Who needs Gucci or Prada when you can have a cowboy boot clutch? Loosen the purse strings for one of these Arizona-made bags.
The local-first firebrands at MADE art boutique are all about Valley-based designers and accessories, including clutch bags and tote bags ($20-$30) made by designer Matt Rainy from men’s neckties. Just think: You could buy back one of the unused Christmas neckties that hung in your dad’s closet for a decade before he finally donated it to Goodwill.
MADE art boutique
922 N. Fifth St., Phoenix
|Cowboy Boot Purses
The three Texas-born sisters behind Stagecoach Bags and Collectibles love the cowboy mystique – so much so that they started a line of purses ($230-$288) converted from new and used cowboy boots. Bonus: Each pair of boots – and, thus, each purse – has a unique backstory, which the Arizona-based siblings will gladly furnish to prospective buyers.
Stagecoach Bags and Collectibles
Jennifer Paige Boonlorn got her start selling self-designed headbands to Gossip Girl-types on the Upper East Side. Upon moving to Arizona, she altered her game plan to making eco-friendly totes from colorful strips of recycled fabric. Her signature item – this eight-pocket “Kelly Beth” tote ($200) – is the stuff of casual-chic, yoga-enthusiast dreams.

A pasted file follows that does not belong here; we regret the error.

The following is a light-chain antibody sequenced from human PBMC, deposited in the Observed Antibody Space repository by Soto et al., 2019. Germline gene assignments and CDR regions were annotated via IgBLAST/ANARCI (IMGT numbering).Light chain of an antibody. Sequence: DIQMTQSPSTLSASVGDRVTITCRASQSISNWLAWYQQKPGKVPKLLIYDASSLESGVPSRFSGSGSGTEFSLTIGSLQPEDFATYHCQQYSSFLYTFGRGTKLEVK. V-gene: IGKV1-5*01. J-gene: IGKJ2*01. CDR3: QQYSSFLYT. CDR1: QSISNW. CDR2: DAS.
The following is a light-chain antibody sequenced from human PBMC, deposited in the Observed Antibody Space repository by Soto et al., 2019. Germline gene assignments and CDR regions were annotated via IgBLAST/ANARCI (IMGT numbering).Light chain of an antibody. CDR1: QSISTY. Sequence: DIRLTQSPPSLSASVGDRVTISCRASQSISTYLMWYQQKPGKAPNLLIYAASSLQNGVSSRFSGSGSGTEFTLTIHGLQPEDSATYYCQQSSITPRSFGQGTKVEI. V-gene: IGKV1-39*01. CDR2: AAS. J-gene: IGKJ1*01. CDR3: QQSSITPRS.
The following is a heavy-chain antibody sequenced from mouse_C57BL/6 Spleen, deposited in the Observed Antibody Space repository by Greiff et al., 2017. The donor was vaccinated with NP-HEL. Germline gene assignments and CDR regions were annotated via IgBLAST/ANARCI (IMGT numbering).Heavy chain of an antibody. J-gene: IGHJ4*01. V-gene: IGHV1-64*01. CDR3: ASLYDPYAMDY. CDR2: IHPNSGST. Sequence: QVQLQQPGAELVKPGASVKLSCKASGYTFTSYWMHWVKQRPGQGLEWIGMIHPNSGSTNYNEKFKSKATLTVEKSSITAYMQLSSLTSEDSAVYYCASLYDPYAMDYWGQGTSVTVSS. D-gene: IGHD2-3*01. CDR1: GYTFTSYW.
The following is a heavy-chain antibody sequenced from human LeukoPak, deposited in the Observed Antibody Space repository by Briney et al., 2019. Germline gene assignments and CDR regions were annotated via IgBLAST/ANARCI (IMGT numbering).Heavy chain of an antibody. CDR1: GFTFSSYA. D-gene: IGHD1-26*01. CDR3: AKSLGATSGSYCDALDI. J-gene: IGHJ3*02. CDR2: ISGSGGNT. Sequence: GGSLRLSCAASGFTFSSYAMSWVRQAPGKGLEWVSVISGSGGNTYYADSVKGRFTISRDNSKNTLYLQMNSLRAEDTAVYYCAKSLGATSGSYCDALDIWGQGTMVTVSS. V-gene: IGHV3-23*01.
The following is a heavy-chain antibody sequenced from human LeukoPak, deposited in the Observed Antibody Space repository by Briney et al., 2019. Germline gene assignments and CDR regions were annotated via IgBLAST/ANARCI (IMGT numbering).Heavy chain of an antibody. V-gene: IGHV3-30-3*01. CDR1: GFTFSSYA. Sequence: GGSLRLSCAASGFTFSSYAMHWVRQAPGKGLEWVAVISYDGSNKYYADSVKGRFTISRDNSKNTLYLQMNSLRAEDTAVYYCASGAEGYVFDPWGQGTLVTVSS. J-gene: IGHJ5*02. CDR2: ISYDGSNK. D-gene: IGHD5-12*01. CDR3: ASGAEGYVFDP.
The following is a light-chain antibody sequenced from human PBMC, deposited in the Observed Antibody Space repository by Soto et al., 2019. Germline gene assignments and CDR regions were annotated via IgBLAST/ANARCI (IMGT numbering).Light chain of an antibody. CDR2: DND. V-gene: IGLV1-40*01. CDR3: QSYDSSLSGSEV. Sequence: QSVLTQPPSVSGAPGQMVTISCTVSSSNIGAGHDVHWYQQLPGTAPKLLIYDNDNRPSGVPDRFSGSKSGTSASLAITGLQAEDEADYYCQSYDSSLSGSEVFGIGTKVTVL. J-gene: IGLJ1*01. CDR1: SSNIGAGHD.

3261 E. Camelback Rd., Phoenix, 602-909-6611, soulcarrier.com
Roadkill Computer Bag
Converting roadkill into leather sure does cut down on production costs. Or at least it did, until buzzkill Arizona lawmakers outlawed the practice. Still, husband-wife sustainability wonks Nedra Frodge and James Pauquette – headquartered waaaaay down in McNeal, Arizona – soldier on, crafting stylishly worn-looking bags ($45-$60) from legally-obtained coyote, raccoon and skunk fur.
Japan-born but Arizona-raised Toyo Gilman has been working with leather since grade school and opened his first Tucson shop in the 1970s. Gilman likes working with exotic hides. Case in point: this handsome, silver-sterling concho clutch that was once an alligator ($399).
Dark Star Leather